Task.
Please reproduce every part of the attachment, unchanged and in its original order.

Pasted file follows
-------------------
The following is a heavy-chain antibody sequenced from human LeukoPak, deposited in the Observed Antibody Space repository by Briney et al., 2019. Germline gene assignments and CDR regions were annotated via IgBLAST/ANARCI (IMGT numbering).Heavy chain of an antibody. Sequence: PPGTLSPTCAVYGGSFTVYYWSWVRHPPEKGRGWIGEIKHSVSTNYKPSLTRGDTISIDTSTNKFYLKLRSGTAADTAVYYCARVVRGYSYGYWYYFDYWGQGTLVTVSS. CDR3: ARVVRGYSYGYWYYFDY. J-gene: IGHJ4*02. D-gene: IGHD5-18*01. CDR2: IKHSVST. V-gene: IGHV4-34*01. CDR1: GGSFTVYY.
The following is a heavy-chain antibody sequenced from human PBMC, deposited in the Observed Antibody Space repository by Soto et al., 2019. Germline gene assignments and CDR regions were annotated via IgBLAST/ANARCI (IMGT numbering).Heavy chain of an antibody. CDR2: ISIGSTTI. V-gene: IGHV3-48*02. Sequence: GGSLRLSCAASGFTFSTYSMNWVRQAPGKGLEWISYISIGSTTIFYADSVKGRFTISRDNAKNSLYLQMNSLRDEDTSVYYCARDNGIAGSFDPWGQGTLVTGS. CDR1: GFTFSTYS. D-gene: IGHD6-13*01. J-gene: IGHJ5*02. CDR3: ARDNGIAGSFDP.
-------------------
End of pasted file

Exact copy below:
The following is a heavy-chain antibody sequenced from human LeukoPak, deposited in the Observed Antibody Space repository by Briney et al., 2019. Germline gene assignments and CDR regions were annotated via IgBLAST/ANARCI (IMGT numbering).Heavy chain of an antibody. Sequence: PPGTLSPTCAVYGGSFTVYYWSWVRHPPEKGRGWIGEIKHSVSTNYKPSLTRGDTISIDTSTNKFYLKLRSGTAADTAVYYCARVVRGYSYGYWYYFDYWGQGTLVTVSS. CDR3: ARVVRGYSYGYWYYFDY. J-gene: IGHJ4*02. D-gene: IGHD5-18*01. CDR2: IKHSVST. V-gene: IGHV4-34*01. CDR1: GGSFTVYY.
The following is a heavy-chain antibody sequenced from human PBMC, deposited in the Observed Antibody Space repository by Soto et al., 2019. Germline gene assignments and CDR regions were annotated via IgBLAST/ANARCI (IMGT numbering).Heavy chain of an antibody. CDR2: ISIGSTTI. V-gene: IGHV3-48*02. Sequence: GGSLRLSCAASGFTFSTYSMNWVRQAPGKGLEWISYISIGSTTIFYADSVKGRFTISRDNAKNSLYLQMNSLRDEDTSVYYCARDNGIAGSFDPWGQGTLVTGS. CDR1: GFTFSTYS. D-gene: IGHD6-13*01. J-gene: IGHJ5*02. CDR3: ARDNGIAGSFDP.